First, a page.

“A space where learning and faith can meet”

The newly built Paulinum takes up elements of its predecessor, St. Paul‘s University Church, which was blown up in 1968 but translates these into a multi-functional building which includes the hall of Leipzig University. Photo: epd/Jens Schulze

The Paulinum in Leipzig – auditorium and church under one roof

(LWI) –  There have been heated discussions during the past years about whether the Paulinum in Leipzig (Germany) is a church or “only” a hall for University events and ceremonies. The newly built Paulinum was erected on the premises of the former St. Paul’s Church that was blown up in 1968 by the East German regime. The first Sunday of Advent saw the consecration of this building, that stands at the interface of religion and science.

The “Paulinum – Auditorium and University Church of St Paul” is part of Leipzig University. It was erected between 2007 and 2017 on plans designed by the Dutch architect Erick van Egeraat.

All university buildings apart from St. Paul’s Church were severely damaged during the bombing in 1943, but partly repaired again after the Second World War. Although St. Paul‘s University Church suffered only slight damage in the war, for political reasons the East German regime decided to finish the job and blow it up. It was destroyed completely on 30 May 1968, after part of its inventory had been taken to safety.

Fifty years later

Now, after almost 50 years, the newly erected Paulinum was consecrated on the first weekend in December 2017.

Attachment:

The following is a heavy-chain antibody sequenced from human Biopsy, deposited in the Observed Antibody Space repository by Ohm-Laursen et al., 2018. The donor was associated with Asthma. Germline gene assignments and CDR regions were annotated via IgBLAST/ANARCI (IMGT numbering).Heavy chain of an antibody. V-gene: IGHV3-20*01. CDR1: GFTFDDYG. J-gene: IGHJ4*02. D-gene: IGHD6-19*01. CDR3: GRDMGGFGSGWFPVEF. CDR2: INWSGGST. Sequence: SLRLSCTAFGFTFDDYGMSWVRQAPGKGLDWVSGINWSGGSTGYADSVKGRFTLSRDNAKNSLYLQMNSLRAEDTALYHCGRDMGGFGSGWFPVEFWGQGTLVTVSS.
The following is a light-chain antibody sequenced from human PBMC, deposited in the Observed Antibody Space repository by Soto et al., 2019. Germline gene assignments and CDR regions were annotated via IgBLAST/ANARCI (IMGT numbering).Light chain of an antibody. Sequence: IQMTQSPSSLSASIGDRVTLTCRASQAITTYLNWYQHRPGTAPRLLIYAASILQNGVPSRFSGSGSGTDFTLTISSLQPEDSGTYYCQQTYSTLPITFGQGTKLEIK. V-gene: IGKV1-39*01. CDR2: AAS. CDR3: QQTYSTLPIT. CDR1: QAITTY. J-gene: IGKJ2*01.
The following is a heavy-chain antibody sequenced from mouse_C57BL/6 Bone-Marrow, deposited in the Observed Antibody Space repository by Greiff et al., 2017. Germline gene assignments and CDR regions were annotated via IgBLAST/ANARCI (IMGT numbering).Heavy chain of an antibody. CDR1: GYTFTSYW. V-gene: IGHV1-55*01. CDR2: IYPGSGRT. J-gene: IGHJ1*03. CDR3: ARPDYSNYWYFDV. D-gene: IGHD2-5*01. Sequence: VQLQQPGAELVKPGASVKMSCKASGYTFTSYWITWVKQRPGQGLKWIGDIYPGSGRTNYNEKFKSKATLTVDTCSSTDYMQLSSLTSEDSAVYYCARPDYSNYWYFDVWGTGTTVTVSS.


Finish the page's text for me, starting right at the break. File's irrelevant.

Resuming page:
Dr. Carsten Renzing, Bishop of the Evangelical Lutheran Church of Saxony, sees the building as one “which in its formal design recalls the previous building that was destroyed, and translates it into our time”. It is also a space where “learning and faith can meet”.

Procession at the beginning of the consecration service of the University Church in Leipzig. One of the items placed on the altar was a candle which had been taken to safety just before the old St. Paul’s Church was blown up. Photo: epd /Jens Schlueter

“The Auditorium will accommodate academic discourse,” says the bishop. “The church needs this conversation in order to be preserved from the danger of losing its openness to secular knowledge and the intellectual situation of the age.” The St. Paul’s University Church will offer a space “to proclaim the gospel of humankind’s liberation from its own self-imposed constraints. The sciences and humanities need the dimension of transcendence in order to be preserved from the danger of over-interpreting their findings and instrumentalizing human beings for their own purposes.”

University chaplain Prof. Dr. Peter Zimmerling likewise sees the newly designed premises as “offering new and unsuspected opportunities and challenges as an auditorium and also as a place of worship.” There is now a place to gather for services again at the heart of the University, he comments. That illustrates “more clearly than before that it represents a meeting-place for the whole University – and must not be restricted e.g. to members of the Theology Faculty.”

Furthermore, it opens up “fantastic new possibilities” for music, Zimmerling adds. “The university church now has two organs and is a real musical center in Central Germany.”

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